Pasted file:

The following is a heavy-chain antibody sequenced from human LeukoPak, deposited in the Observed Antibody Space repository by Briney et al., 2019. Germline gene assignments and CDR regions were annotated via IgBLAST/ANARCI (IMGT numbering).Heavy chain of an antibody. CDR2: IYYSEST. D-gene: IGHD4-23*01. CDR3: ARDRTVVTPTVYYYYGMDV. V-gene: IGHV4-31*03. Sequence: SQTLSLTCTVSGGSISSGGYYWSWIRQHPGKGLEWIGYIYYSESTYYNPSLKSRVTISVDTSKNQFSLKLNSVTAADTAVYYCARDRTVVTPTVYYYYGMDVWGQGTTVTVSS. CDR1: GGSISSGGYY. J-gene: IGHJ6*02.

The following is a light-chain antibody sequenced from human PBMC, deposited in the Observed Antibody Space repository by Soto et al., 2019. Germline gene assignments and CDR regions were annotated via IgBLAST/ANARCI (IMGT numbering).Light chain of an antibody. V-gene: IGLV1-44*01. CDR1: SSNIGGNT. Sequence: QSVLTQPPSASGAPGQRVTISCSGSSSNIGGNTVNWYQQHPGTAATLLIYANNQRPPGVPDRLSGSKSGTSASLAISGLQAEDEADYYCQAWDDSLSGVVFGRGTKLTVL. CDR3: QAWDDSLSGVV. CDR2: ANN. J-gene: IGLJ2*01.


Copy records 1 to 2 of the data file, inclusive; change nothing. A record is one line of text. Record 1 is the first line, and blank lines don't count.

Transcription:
The following is a heavy-chain antibody sequenced from human LeukoPak, deposited in the Observed Antibody Space repository by Briney et al., 2019. Germline gene assignments and CDR regions were annotated via IgBLAST/ANARCI (IMGT numbering).Heavy chain of an antibody. CDR2: IYYSEST. D-gene: IGHD4-23*01. CDR3: ARDRTVVTPTVYYYYGMDV. V-gene: IGHV4-31*03. Sequence: SQTLSLTCTVSGGSISSGGYYWSWIRQHPGKGLEWIGYIYYSESTYYNPSLKSRVTISVDTSKNQFSLKLNSVTAADTAVYYCARDRTVVTPTVYYYYGMDVWGQGTTVTVSS. CDR1: GGSISSGGYY. J-gene: IGHJ6*02.

The following is a light-chain antibody sequenced from human PBMC, deposited in the Observed Antibody Space repository by Soto et al., 2019. Germline gene assignments and CDR regions were annotated via IgBLAST/ANARCI (IMGT numbering).Light chain of an antibody. V-gene: IGLV1-44*01. CDR1: SSNIGGNT. Sequence: QSVLTQPPSASGAPGQRVTISCSGSSSNIGGNTVNWYQQHPGTAATLLIYANNQRPPGVPDRLSGSKSGTSASLAISGLQAEDEADYYCQAWDDSLSGVVFGRGTKLTVL. CDR3: QAWDDSLSGVV. CDR2: ANN. J-gene: IGLJ2*01.